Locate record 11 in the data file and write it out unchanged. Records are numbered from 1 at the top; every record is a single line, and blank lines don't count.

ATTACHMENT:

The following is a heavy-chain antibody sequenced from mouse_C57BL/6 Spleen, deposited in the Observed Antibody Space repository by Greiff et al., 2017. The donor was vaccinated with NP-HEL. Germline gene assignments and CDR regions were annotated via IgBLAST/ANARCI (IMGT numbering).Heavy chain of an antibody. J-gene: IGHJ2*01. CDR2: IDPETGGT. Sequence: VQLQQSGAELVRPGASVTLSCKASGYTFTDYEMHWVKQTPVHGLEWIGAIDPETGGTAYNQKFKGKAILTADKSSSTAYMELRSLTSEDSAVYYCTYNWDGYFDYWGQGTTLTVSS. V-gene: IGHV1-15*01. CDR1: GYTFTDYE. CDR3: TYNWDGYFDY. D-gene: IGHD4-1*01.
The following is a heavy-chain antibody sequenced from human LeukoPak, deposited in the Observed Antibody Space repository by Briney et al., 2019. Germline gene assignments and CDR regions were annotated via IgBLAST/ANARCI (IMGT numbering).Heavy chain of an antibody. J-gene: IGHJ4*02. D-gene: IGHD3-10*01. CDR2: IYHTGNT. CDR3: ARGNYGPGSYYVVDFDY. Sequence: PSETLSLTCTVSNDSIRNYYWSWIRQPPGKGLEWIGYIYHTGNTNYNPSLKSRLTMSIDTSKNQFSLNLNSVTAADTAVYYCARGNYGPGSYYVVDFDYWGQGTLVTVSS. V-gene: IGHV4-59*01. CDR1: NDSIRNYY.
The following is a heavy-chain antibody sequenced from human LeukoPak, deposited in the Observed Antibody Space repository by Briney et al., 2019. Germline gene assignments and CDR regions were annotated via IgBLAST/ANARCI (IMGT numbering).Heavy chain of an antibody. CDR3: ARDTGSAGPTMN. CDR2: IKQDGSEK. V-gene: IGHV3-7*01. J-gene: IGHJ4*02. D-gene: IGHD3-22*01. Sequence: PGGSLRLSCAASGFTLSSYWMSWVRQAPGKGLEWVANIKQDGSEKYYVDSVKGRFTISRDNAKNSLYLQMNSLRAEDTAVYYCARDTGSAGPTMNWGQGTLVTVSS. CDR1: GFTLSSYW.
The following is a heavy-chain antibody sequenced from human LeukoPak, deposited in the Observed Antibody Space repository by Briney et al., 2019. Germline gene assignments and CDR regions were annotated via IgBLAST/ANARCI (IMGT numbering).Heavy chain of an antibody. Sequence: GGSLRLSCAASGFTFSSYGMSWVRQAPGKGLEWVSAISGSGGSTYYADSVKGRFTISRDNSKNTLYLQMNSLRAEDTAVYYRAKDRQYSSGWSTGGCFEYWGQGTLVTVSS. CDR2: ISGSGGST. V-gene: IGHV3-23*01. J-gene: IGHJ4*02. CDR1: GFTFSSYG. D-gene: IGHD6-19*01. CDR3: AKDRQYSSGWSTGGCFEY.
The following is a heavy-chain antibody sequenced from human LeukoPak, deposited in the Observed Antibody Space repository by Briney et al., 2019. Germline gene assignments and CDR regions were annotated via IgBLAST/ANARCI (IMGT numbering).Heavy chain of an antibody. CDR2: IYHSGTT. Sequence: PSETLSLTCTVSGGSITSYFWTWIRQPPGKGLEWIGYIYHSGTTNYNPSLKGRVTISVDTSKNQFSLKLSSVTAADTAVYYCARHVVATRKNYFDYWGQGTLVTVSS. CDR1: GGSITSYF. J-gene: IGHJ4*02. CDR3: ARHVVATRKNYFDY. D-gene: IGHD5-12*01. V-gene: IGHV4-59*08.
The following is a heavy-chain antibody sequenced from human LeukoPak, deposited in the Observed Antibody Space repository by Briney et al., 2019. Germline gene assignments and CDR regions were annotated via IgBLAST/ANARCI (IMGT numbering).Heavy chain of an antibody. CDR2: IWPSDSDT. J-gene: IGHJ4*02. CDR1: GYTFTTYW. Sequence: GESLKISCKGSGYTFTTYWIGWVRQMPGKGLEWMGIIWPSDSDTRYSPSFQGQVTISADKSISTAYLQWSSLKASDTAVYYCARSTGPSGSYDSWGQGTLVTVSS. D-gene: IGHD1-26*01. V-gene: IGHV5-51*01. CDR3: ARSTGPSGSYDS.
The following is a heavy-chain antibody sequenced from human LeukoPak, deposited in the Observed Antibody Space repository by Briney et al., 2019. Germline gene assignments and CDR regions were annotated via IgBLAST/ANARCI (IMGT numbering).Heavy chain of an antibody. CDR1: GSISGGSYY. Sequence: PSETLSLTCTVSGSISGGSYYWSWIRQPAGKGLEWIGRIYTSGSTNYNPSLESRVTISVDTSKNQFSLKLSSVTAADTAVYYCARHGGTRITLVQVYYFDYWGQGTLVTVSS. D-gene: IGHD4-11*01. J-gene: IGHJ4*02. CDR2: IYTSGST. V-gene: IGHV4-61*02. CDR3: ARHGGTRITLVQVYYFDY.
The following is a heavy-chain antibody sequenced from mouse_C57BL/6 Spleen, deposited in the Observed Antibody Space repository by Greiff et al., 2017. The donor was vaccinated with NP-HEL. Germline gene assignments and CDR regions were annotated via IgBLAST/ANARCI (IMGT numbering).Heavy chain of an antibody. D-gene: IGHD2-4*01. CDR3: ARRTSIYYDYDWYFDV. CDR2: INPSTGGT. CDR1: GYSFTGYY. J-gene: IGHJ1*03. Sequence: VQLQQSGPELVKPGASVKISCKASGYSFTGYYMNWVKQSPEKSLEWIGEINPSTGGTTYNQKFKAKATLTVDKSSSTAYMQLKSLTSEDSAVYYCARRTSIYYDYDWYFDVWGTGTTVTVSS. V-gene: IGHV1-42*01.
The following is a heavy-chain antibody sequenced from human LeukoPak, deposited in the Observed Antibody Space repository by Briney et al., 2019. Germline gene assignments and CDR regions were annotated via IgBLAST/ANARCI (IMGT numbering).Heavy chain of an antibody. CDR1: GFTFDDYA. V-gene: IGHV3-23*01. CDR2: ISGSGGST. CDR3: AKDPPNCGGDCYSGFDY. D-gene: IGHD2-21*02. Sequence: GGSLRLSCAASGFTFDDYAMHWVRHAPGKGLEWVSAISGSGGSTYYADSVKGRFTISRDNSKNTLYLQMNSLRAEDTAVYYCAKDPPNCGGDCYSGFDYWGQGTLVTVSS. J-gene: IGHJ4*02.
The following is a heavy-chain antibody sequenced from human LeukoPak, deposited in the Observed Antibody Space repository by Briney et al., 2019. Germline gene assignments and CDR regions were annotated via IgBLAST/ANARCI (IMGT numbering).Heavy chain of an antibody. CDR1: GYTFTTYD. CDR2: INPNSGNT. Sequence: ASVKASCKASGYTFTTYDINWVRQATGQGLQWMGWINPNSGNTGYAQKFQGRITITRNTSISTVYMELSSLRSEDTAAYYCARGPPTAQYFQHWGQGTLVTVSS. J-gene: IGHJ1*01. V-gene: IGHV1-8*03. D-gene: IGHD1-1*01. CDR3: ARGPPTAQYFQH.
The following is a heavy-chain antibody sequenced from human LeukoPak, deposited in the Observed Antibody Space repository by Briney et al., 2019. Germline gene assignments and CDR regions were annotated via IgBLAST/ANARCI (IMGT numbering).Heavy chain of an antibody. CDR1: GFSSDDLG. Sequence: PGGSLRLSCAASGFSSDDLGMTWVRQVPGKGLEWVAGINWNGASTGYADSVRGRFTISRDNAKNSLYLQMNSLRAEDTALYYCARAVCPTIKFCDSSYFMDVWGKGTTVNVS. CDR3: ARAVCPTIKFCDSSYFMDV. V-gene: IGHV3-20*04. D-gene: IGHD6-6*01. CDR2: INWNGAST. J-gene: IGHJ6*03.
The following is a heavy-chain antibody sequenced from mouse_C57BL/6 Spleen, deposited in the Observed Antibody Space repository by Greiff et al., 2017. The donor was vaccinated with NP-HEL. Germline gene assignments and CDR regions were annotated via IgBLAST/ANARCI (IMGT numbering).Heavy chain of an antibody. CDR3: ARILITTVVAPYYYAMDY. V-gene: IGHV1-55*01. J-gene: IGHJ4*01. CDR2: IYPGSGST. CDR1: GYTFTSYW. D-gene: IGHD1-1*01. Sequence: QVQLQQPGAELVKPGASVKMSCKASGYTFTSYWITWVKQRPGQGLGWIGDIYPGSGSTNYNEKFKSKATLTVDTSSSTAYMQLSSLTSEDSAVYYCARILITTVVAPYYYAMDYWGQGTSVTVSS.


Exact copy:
The following is a heavy-chain antibody sequenced from human LeukoPak, deposited in the Observed Antibody Space repository by Briney et al., 2019. Germline gene assignments and CDR regions were annotated via IgBLAST/ANARCI (IMGT numbering).Heavy chain of an antibody. CDR1: GFSSDDLG. Sequence: PGGSLRLSCAASGFSSDDLGMTWVRQVPGKGLEWVAGINWNGASTGYADSVRGRFTISRDNAKNSLYLQMNSLRAEDTALYYCARAVCPTIKFCDSSYFMDVWGKGTTVNVS. CDR3: ARAVCPTIKFCDSSYFMDV. V-gene: IGHV3-20*04. D-gene: IGHD6-6*01. CDR2: INWNGAST. J-gene: IGHJ6*03.